By Patrick Foley, Brazil Solidarity Initiative and member of Hornsey and Wood Green CLP
In October, Jair Bolsonaro, a former captain in the Brazil’s military dictatorship, infamous for his support for authoritarianism, homophobia and racism won the second-round vote of the presidential election, securing his place as the next leader of Latin America’s largest, most diverse and most populous country.
While his election shocked progressives around the world, it is the millions of LGBT, black, minority, indigenous and trade unionist Brazilians who are now living in fear of what Bolsonaro’s presidency will bring about.
Yet even before Bolsonaro has taken power, he has placed the right to protest under imminent threat. The grounds for these repressive measures have already been set in motion with the help of the outgoing right-wing and extremely controversial government.
A few days before the second round of the Presidential elections, President Temer issued a decree to establish an Intelligence Task Force (ITF). While the ITFs stated purpose is to “combat criminal organisations”, its formation has raised fears across the international legal community.
The ITF is made up of mainly of representatives of the Armed Forces and coordinated by the Chief of Staff of the Institutional Security Office of the President, General Sergio Etchegoyen.
The State of Sao Paulo Lawyers’ Union have pointed out that this decree directly violates the Brazilian Federal Constitution by both changing the Armed Forces’ established purpose and by breaching federal law provisions for access to information at all governmental levels.
On top of this, draft legislation put before Brazil’s National Congress aims to expand the definitions of “criminal organisations” and “terrorist acts” in such a way that political protests and demonstrations can be treated as “terrorist acts” in the future. In effect this legislation will criminalise social groups and activists that organise demonstrations against Bolsonaro’s extreme-right agenda.
Under the Brazil’s constitution, the following cannot be classed as terrorism: “individual and collective behaviour of people in political demonstrations, social, trade union, religious, class or professional movements in order to make social claims or demands, aiming to contest, criticise, protest against or support issues so as to defend rights, guarantees and constitutional freedoms”.
Yet despite this measure going against the constitution, it is likely to be introduced and acted upon when Bolsonaro’s administration comes to power. It is feared that the new Intelligence Task Force could also be used for the same objectives.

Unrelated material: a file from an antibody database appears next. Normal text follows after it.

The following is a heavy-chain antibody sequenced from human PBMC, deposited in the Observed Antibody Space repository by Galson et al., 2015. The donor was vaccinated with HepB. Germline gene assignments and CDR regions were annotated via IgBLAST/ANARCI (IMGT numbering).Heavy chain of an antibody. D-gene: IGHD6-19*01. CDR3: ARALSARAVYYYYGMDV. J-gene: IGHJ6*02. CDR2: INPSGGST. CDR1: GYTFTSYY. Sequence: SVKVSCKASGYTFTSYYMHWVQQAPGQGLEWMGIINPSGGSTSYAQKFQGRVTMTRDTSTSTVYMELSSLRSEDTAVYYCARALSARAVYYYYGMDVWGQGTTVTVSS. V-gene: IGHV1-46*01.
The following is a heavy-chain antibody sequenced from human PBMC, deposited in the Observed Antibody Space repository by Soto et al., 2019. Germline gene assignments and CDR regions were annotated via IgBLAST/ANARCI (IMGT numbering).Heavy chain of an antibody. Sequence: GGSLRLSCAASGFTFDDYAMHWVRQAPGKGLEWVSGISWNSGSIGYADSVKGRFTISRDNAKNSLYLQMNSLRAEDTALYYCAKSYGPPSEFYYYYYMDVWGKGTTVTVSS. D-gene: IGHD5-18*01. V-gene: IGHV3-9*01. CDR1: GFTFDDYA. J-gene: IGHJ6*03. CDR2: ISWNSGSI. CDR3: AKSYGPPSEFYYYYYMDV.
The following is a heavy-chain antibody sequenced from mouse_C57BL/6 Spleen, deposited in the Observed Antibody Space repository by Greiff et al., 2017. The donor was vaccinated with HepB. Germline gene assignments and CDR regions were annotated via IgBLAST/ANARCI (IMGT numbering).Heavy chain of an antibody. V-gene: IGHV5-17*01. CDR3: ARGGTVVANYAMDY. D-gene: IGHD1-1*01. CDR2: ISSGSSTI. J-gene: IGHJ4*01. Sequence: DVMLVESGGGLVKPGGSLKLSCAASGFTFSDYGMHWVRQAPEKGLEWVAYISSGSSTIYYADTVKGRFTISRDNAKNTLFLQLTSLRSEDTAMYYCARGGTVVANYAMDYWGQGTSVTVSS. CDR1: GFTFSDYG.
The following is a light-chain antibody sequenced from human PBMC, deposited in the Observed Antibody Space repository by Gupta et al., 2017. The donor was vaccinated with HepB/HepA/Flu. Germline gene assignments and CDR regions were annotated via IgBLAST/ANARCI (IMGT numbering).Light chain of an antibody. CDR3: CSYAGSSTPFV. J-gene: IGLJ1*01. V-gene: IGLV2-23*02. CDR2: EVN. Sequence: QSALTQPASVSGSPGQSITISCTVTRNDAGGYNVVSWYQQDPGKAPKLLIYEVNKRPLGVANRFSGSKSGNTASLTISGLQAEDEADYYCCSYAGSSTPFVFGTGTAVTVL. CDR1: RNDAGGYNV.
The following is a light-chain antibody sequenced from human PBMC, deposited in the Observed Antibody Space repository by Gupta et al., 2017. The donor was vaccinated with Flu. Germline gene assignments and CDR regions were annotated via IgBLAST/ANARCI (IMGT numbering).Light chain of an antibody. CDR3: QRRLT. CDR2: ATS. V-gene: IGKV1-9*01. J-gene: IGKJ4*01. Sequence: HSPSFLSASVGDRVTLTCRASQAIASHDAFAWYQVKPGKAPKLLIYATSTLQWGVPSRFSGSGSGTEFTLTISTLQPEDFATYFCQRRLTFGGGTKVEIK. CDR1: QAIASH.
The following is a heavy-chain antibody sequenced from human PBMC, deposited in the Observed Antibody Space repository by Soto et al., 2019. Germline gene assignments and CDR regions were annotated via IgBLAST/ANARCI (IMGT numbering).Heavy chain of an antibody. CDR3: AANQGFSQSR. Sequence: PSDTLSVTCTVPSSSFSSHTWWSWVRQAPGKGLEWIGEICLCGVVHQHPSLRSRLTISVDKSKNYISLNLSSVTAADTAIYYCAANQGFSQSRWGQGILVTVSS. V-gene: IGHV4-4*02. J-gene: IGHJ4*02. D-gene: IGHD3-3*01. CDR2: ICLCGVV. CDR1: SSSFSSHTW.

Considering Bolsonaro’s open support for Brazil’s military dictatorship and its use of torture and extrajudicial killings, coupled with his disturbing pronouncements during his campaign, these are very grave developments.
In one video to his supporters, he pledged to launch a frontal assault to purge the country of his “red” left-wing political opponents, saying “either they go overseas or they go to jail…. It will be a cleanup the likes of which has never been seen in Brazilian history.”
These and other remarks present the terrifying possibility of authoritarianism returning to the country. Brazil’s past military dictatorship ruled from 1964 to 1985, following a coup d’état by members of the Brazilian Armed Forces supported by the US government.
The dictatorship brought in a new, restrictive constitution, and cracked down on freedom of speech and political opposition. Hundreds of regime opponents were killed or disappeared, while thousands more were tortured.
With this history, there is widespread concern about the extremely serious consequences that may flow from these illegal and unconstitutional measures. Bolsonaro is already on record saying that he hopes to see the activities of groups including the Landless Worker’s Movement (MST) and the Homeless Workers’ Movement (MTST) classified as “terrorism”.
In response, the MTST leader, Guilherme Boulos, has promised to defend Brazilian democracy: “There will be resistance, there will be opposition, there will be street mobilisations. Our voices will not be silenced.”
Looking more widely, the State of Sao Paulo Lawyers’ Union has called on all democrats across the world to show solidarity to social, trades union and religious movements in Brazil, as well as with any other movements whose common goal is freedom of expression in Brazil.
That’s why we’ve launched the Brazil Solidarity Initiative here in Britain to stand shoulder to shoulder with the millions of Brazilians defending social progress, human rights and equality.
• For more information and to show your support visit www.brazilsolidarity.co.uk
• Join Chris Williamson MP, Geoffrey Robertson QC, Julia Felmanas of the Brazilian Workers’ Party and more at the Latin America Conference on Saturday December 1 at Congress House, London. Tickets and info at www.latinamericaconference.co.uk